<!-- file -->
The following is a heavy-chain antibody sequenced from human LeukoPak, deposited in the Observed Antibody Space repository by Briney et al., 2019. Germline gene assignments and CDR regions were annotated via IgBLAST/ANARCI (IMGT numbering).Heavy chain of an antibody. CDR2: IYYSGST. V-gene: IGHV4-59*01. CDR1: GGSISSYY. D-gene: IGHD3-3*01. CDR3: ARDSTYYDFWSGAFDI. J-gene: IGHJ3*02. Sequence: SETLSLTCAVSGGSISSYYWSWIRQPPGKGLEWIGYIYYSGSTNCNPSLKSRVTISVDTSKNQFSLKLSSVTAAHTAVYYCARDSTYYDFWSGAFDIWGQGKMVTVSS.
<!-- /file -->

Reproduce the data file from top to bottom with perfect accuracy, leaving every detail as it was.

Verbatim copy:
The following is a heavy-chain antibody sequenced from human LeukoPak, deposited in the Observed Antibody Space repository by Briney et al., 2019. Germline gene assignments and CDR regions were annotated via IgBLAST/ANARCI (IMGT numbering).Heavy chain of an antibody. CDR2: IYYSGST. V-gene: IGHV4-59*01. CDR1: GGSISSYY. D-gene: IGHD3-3*01. CDR3: ARDSTYYDFWSGAFDI. J-gene: IGHJ3*02. Sequence: SETLSLTCAVSGGSISSYYWSWIRQPPGKGLEWIGYIYYSGSTNCNPSLKSRVTISVDTSKNQFSLKLSSVTAAHTAVYYCARDSTYYDFWSGAFDIWGQGKMVTVSS.